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Shorten 'Turned This Election Campaign On Its Ear': Steve Price

Bill Shorten's emotional response to a News Corp hit piece on his late mother may have just won him the election, speculated Steve Price.

Speaking to The Project on Wednesday night, Price said Shorten "probably turned an election campaign on a tear".

Earlier that day, a visibly emotional Shorten had fought back tears while defending his late mum's legacy from a front-page 'hit' piece published in the Daily Telegraph and Courier Mail.

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Bill Shorten fights back tears while speaking about his late mother, who died in 2014. Photo: AAP.

"You can understand why he's completely angry," Price said.

"No one's mother, dead or alive, should be dragged into a political campaign. I think Bill Shorten today showed true emotion, and I think he's probably turned this election campaign on its ear."

Shorten had spoken movingly about his mum's dreams of being a lawyer thwarted by her working class background on Q&A this week.

On Wednesday, News Corp published a "gotcha" piece accusing Shorten of omitting a "vital" piece of information: that Ann Shorten had graduated as a lawyer later in life.

Price continued: "I know for a fact the Morrison camp early this morning were of the belief that this would blow up in everyone's face today, and it would benefit Bill Shorten, and I think that's what it's done."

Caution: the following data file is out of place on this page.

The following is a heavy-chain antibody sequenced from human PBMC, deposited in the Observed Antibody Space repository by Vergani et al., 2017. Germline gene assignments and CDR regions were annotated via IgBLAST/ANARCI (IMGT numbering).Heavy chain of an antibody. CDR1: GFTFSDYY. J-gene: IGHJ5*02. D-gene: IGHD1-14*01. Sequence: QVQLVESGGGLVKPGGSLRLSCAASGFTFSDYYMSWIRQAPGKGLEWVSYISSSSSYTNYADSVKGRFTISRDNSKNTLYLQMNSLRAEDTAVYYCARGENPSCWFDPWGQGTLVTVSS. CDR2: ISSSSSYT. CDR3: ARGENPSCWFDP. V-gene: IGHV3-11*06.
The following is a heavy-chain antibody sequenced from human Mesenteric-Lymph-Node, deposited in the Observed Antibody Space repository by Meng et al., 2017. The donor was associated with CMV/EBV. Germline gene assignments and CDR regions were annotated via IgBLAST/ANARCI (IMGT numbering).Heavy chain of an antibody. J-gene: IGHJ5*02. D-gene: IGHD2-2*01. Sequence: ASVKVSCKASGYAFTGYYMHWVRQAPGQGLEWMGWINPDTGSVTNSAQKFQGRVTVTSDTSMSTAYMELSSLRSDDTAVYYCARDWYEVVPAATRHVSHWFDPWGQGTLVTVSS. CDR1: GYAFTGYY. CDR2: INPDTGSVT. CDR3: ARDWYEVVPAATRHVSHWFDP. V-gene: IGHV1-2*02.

He agreed that it was a "grubby" piece of journalist that failed to disclose Shorten had told the full story of his mum's career before, most recently when announcing Labor's women's policy a few weeks earlier.

"It was very selective today, and unfortunately it was on page one. I suspect they're regretting it," Price said.

The Project host Waleed Aly noted that the "nastiness" of this election wasn't coming from the politicians themselves, but "from everyone around them".

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Steve Price said it's been the "nastiest campaign" he can remember. Photo: The Project.

Notably, the Herald Sun chose not the publish the piece, a decision supported even by News Corp columnist Andrew Bolt.

"Despite being a Telegraph columnist, I must say this: Shorten spoke truly when he said his mother sacrificed her dream to be a lawyer, taking up teaching to help her siblings. There is no invention here," Bolt wrote on his blog.

Inspired by Shorten, the hashtags #MyMum and #BillsMum were the top trending topics by Wednesday afternoon, as Australians shared stories of their own mums.

The latest polling, released by Newspoll on Sunday, showed Labor on track to win the election, winning 51 percent of the vote in the two-party preferred split.

Hours earlier, a Fairfax-Ipsos poll put Labor's lead at 52 percent of the two-party preferred vote.

READ MORE: How Do Political Polls Work?

There is little over a week left before Australia heads to the polls on May 18.

Contact the author: abrucesmith@networkten.com.au